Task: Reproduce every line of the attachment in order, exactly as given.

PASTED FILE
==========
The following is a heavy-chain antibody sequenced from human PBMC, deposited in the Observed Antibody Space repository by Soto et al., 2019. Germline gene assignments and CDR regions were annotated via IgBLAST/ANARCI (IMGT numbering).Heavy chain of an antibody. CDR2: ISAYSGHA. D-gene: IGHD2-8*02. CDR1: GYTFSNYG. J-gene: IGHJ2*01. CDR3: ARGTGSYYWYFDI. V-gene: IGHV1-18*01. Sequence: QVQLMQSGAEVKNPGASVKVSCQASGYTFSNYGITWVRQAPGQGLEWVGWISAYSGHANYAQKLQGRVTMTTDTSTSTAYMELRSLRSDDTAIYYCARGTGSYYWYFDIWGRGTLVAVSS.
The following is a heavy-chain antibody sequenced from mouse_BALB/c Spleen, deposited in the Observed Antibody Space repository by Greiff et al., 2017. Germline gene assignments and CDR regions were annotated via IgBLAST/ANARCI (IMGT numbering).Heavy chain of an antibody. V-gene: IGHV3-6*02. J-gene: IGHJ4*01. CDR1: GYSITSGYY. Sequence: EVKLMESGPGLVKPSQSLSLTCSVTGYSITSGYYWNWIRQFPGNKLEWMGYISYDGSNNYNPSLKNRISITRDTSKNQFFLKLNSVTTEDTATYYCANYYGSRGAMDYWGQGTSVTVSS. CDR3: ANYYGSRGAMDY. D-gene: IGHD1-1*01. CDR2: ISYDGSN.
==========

The following is a heavy-chain antibody sequenced from human PBMC, deposited in the Observed Antibody Space repository by Soto et al., 2019. Germline gene assignments and CDR regions were annotated via IgBLAST/ANARCI (IMGT numbering).Heavy chain of an antibody. CDR2: ISAYSGHA. D-gene: IGHD2-8*02. CDR1: GYTFSNYG. J-gene: IGHJ2*01. CDR3: ARGTGSYYWYFDI. V-gene: IGHV1-18*01. Sequence: QVQLMQSGAEVKNPGASVKVSCQASGYTFSNYGITWVRQAPGQGLEWVGWISAYSGHANYAQKLQGRVTMTTDTSTSTAYMELRSLRSDDTAIYYCARGTGSYYWYFDIWGRGTLVAVSS.
The following is a heavy-chain antibody sequenced from mouse_BALB/c Spleen, deposited in the Observed Antibody Space repository by Greiff et al., 2017. Germline gene assignments and CDR regions were annotated via IgBLAST/ANARCI (IMGT numbering).Heavy chain of an antibody. V-gene: IGHV3-6*02. J-gene: IGHJ4*01. CDR1: GYSITSGYY. Sequence: EVKLMESGPGLVKPSQSLSLTCSVTGYSITSGYYWNWIRQFPGNKLEWMGYISYDGSNNYNPSLKNRISITRDTSKNQFFLKLNSVTTEDTATYYCANYYGSRGAMDYWGQGTSVTVSS. CDR3: ANYYGSRGAMDY. D-gene: IGHD1-1*01. CDR2: ISYDGSN.